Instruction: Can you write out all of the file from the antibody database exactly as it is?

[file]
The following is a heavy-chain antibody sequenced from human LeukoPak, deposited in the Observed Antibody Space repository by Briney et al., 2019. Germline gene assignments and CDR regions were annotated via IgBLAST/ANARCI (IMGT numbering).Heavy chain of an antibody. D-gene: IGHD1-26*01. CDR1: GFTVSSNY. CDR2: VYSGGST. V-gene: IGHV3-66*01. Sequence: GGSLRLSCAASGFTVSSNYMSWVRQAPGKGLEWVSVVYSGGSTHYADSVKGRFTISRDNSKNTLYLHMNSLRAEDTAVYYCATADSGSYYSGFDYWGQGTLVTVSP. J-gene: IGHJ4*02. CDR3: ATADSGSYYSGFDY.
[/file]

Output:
The following is a heavy-chain antibody sequenced from human LeukoPak, deposited in the Observed Antibody Space repository by Briney et al., 2019. Germline gene assignments and CDR regions were annotated via IgBLAST/ANARCI (IMGT numbering).Heavy chain of an antibody. D-gene: IGHD1-26*01. CDR1: GFTVSSNY. CDR2: VYSGGST. V-gene: IGHV3-66*01. Sequence: GGSLRLSCAASGFTVSSNYMSWVRQAPGKGLEWVSVVYSGGSTHYADSVKGRFTISRDNSKNTLYLHMNSLRAEDTAVYYCATADSGSYYSGFDYWGQGTLVTVSP. J-gene: IGHJ4*02. CDR3: ATADSGSYYSGFDY.